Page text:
My daughter is doing an assignment on natural disasters and we have decided on sinkholes thinking most of her classmates would probably opt for hurricanes, earthquakes and volcanoes. Could sinkholes be considered a natural disaster? Also, we desperately need information on how they have negatively impacted on humans.
Thanking you in advance.
There are no written references to this sinkhole, no on the web at least. I know its existence and approximate dimensions because I was there. All I could do is give the Google Earth Co-ordinates as 52°07'57.5"N 9°44'45.4"W. — Preceding unsigned comment added by Jlonergan (talk • contribs) 16:02, 9 March 2015 (UTC)
Revisions and edits
I found "Sinkholes are frequently linked with karst landscapes. In such regions, there may be hundreds or even thousands of sinkholes in a small area so that the surface as seen from the air looks pock-marked, and there are no surface streams because all drainage occurs subsurface. Examples of karst landscapes dotted with numerous enormous sinkholes are the Khammouan Mountains (Laos) and Mamo Plateau (Papua New Guinea)" which appeared to be plagiarized from http://www.cnc3.co.tt/about/what-sinkhole, but I can't be certain because I can't find a date on the website. I reworded it as "Sinkholes tend to occur in karst landscapes. Karst landscapes can have up to thousands of sinkholes within a small area, giving the landscape a pock-marked appearance. These sinkholes drain all the water, so there are only subterranean rivers in these areas. Examples of karst landscapes with a plethora of massive sinkholes include Khammouan Mountains (Laos) and Mamo Plateau (Papua New Guinea)." ChaKeSeLiAl (talk) 04:04, 31 March 2016 (UTC)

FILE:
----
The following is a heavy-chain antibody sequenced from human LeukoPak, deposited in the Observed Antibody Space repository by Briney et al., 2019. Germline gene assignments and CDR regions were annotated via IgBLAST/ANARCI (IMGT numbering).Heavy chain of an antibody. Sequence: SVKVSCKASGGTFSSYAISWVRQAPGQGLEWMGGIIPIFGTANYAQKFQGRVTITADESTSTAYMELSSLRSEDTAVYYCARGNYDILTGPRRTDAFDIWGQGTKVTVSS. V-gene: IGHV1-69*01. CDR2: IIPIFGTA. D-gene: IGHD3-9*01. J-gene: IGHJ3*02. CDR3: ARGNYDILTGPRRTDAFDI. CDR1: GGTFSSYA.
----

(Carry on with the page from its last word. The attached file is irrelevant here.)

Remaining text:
Added information about drainage and sinkholes from this paper http://gsabulletin.gsapubs.org/content/103/1/1.short and New York Times http://www.nytimes.com/2007/10/05/travel/escapes/05adventure.html?_r=0 ChaKeSeLiAl (talk) 04:04, 31 March 2016 (UTC)